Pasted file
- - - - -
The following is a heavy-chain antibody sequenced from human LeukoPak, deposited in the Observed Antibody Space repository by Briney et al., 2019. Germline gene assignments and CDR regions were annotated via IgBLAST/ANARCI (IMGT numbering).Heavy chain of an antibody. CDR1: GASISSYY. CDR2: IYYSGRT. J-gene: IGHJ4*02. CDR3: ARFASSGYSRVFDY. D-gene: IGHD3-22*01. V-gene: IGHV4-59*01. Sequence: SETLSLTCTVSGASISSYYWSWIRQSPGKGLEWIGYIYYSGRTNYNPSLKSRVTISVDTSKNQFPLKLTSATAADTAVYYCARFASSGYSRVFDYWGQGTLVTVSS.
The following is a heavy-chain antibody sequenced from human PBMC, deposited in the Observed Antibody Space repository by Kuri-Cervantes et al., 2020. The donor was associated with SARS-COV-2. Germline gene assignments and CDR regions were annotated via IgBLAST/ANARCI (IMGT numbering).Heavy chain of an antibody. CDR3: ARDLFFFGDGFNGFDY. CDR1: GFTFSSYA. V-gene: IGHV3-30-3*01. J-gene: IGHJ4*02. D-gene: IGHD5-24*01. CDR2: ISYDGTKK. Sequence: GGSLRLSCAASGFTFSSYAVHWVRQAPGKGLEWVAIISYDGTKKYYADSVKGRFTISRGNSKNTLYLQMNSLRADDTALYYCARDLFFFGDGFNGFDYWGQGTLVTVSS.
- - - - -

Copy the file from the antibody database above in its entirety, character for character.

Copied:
The following is a heavy-chain antibody sequenced from human LeukoPak, deposited in the Observed Antibody Space repository by Briney et al., 2019. Germline gene assignments and CDR regions were annotated via IgBLAST/ANARCI (IMGT numbering).Heavy chain of an antibody. CDR1: GASISSYY. CDR2: IYYSGRT. J-gene: IGHJ4*02. CDR3: ARFASSGYSRVFDY. D-gene: IGHD3-22*01. V-gene: IGHV4-59*01. Sequence: SETLSLTCTVSGASISSYYWSWIRQSPGKGLEWIGYIYYSGRTNYNPSLKSRVTISVDTSKNQFPLKLTSATAADTAVYYCARFASSGYSRVFDYWGQGTLVTVSS.
The following is a heavy-chain antibody sequenced from human PBMC, deposited in the Observed Antibody Space repository by Kuri-Cervantes et al., 2020. The donor was associated with SARS-COV-2. Germline gene assignments and CDR regions were annotated via IgBLAST/ANARCI (IMGT numbering).Heavy chain of an antibody. CDR3: ARDLFFFGDGFNGFDY. CDR1: GFTFSSYA. V-gene: IGHV3-30-3*01. J-gene: IGHJ4*02. D-gene: IGHD5-24*01. CDR2: ISYDGTKK. Sequence: GGSLRLSCAASGFTFSSYAVHWVRQAPGKGLEWVAIISYDGTKKYYADSVKGRFTISRGNSKNTLYLQMNSLRADDTALYYCARDLFFFGDGFNGFDYWGQGTLVTVSS.